It has been upon this realisation that I have concluded that not knowing my weight will not for me, result in issues surrounding weight avoidance (something my therapist voiced as a potential concern), as from a non-disordered point of view, I simply have no interest in knowing. I think the distinction for me, is that I know I do not fear weight gain in the traditional sense, as I know that when I'm in my healthy body, I do not dislike it. Consequently, I am confident in the claim that if later in my recovery or simply later in life, I was exposed to a number on the scales, I would be okay. This is confirmed for me by the fact that even now I struggle to retain the value I see from one week to the next, and so whilst my ED might care what it sees, I simply do not. For clarity I mean that seeing the number increase does cause momentary anxiety as my ED voices the need to restrict to bring it back down, but once I have shut this thought down by applying opposite actions, I can quite easily forget the exact weight I saw. Therefore, I know it was exclusively an ED thought, and did not plague my rational mind.


A lot of ED therapies are centred around you reaching a certain BMI, which is typically 19 or 20, aka the very bottom of "healthy". I categorically disagree with this. It makes zero sense to assume that everyone suffering from an ED would naturally sit at this point as only a small percentage of the population do. BMI follows a normal distribution curve meaning that fewer people sit at the extremes: underweight and obese, and most people fall somewhere in the middle of healthy. Therefore, it is highly unlikely that the goal of the minimum healthy weight would actually be a healthy weight for the majority of people undergoing ED treatment. This is why an increasing number of people are following set point theory in which you trust your body to settle within the range of weights that is natural for you.


This is something I prescribe to, as I want to be at a weight that is healthy for me and allows me to live the life I want to live, not one that is medically stable but that I'm still having to engage in restriction to maintain. Based on this, whilst I understand my weight must be monitored to keep me safe, I don't need to know it. I don't need to expose myself to the potential trigger of hitting a clinically healthy weight, causing my ED to freak out and slam the breaks on my recovery or send me into relapse. My body doesn't know about BMI and it doesn't know what a number on the scales means, it only knows when it is healthy and happy and able to do it's job. When I reach this weight my body will show me by no longer exhibiting extreme hunger, and no longer obsessing over food. The reason I'm scared of weight gain is because of how it might derail my recovery, and so if I have the option to remove that, I'm taking it.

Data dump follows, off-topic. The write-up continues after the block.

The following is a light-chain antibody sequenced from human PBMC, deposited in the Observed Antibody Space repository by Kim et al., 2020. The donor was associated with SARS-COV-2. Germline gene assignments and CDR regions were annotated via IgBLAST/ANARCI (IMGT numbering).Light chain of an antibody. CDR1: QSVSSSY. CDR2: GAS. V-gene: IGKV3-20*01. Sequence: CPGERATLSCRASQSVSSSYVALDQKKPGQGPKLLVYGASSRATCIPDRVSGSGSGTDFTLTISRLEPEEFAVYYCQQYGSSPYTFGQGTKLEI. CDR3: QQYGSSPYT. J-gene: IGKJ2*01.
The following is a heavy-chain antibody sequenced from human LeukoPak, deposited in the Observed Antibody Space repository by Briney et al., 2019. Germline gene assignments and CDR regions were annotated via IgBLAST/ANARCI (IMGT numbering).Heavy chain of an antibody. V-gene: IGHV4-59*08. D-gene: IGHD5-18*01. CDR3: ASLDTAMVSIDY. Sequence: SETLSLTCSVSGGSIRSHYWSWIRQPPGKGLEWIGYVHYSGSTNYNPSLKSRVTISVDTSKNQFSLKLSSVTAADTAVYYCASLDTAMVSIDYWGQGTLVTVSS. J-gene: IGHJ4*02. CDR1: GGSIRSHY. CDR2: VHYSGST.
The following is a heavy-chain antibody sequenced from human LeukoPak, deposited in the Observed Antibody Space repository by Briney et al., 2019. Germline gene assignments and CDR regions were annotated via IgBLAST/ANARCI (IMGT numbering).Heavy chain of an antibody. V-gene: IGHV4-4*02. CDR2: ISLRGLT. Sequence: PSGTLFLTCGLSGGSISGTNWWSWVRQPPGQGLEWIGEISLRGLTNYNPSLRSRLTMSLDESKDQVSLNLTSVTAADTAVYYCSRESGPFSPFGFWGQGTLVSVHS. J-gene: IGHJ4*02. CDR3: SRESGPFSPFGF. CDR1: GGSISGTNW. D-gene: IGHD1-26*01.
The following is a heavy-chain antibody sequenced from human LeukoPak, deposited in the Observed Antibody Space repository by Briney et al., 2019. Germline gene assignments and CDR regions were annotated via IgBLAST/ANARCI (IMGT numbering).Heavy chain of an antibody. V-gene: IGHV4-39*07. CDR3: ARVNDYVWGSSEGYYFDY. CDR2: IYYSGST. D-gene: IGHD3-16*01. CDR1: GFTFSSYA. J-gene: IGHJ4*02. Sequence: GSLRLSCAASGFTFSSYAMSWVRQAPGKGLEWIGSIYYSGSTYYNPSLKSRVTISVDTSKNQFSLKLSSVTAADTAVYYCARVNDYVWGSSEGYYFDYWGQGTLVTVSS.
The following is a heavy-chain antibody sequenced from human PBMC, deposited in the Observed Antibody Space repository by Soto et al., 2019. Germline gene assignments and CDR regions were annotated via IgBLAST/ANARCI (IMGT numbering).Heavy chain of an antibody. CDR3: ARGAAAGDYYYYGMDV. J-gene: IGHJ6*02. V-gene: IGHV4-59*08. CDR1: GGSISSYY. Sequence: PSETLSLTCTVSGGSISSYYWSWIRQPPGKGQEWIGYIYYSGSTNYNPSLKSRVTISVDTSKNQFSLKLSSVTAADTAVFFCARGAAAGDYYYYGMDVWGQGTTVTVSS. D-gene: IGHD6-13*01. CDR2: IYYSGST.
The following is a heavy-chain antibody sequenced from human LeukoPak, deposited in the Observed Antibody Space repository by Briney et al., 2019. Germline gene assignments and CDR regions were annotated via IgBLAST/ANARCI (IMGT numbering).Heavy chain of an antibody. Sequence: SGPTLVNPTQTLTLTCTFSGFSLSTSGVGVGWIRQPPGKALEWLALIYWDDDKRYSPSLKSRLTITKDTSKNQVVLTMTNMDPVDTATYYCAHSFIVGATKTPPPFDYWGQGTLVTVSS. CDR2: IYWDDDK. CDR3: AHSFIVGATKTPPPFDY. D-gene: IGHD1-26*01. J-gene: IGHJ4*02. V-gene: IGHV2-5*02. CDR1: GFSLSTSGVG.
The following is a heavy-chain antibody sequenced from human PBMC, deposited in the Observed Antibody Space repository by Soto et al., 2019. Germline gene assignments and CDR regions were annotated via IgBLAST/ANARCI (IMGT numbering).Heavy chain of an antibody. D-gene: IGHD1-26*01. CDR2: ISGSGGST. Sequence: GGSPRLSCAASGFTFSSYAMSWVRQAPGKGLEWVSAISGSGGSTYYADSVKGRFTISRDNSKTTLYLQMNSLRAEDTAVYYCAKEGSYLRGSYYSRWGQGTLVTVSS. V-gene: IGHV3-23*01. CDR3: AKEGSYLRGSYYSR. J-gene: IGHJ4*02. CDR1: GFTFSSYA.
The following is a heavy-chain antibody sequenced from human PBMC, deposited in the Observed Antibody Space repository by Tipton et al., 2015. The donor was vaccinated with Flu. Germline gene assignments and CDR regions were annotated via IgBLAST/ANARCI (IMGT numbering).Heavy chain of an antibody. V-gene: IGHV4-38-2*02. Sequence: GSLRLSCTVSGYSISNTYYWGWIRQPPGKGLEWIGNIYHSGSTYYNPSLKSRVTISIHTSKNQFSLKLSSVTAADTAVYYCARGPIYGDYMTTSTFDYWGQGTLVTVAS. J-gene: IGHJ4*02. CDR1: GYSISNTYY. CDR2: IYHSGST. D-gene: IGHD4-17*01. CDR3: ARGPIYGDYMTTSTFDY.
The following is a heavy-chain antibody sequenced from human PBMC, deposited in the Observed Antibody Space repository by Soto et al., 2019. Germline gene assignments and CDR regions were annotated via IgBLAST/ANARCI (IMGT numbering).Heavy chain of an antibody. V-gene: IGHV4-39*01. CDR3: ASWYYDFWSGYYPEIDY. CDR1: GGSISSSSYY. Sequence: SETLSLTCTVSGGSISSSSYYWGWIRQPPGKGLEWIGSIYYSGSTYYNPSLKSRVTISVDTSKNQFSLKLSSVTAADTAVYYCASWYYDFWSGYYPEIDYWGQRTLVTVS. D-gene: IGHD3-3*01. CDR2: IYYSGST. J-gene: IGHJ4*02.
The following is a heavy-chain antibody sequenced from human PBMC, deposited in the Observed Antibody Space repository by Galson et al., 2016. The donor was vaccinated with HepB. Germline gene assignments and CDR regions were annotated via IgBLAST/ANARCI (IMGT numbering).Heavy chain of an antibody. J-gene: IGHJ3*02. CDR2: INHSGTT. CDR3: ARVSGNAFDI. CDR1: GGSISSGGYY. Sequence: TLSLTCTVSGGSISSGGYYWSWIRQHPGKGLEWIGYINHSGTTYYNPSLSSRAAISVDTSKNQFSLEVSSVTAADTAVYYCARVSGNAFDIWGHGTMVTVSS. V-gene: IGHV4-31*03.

Taking a step back I feel the need to acknowledge that due to my ED I do have anxieties around my weight that I won't be able to avoid just by not looking at the scales. My body is inevitably going to change and I know I'm going to struggle with this, as I already am. As a result of my battle with anorexia, I am not happy in my own skin, and that isn't going to magically change without me challenging the bad body image thoughts. I know I am going to have to do all the things I dread - buy new clothes to fit my recovering and eventually recovered body, watch as my underweight features disappear and stretch marks take their place, and deal with the psychological impact of no longer looking ill. None of this is going to be easy, but it is going to happen irrespective of me knowing I've gained X amount or am at Z BMI.


I genuinely believe that I am capable of resuming my body neutral if not body positive stance once I am recovered. This may seem naive, however as I know that the Mais part of my brain has no issues with my appearance, but that it's all my ED, I see no reason why I wouldn't be able to. I'm not saying by any means that my recovery will be straight forward for this reason, as in order to get to this place I am going first to have to kick my ED in it's entirety, and I don't even need to go into how difficult that will be. All I'm saying is that I feel I need to take advantage of this potential obscurity of my anorexia and use it to help tailor my recovery to me. Just because some people may benefit from knowing their weight in recovery or aiming for weight related goals, it doesn't mean everyone will, and so if any of what I've said has connected to you, maybe take a second to assess the role of weighing in your own recovery.

I hope this may have been of some use to someone out there, but whether it's something you relate to or not, I think it serves as a good reminder that your recovery journey is unique to you. I also feel that regardless of whether you chose to see your weight or not, you should bear in mind what I said about BMI. Your body knows itself better than any chart or numerical score we assign to it, so let it decide what healthy looks like for you.


More from me soon,

Mais// The Recovery Bean <3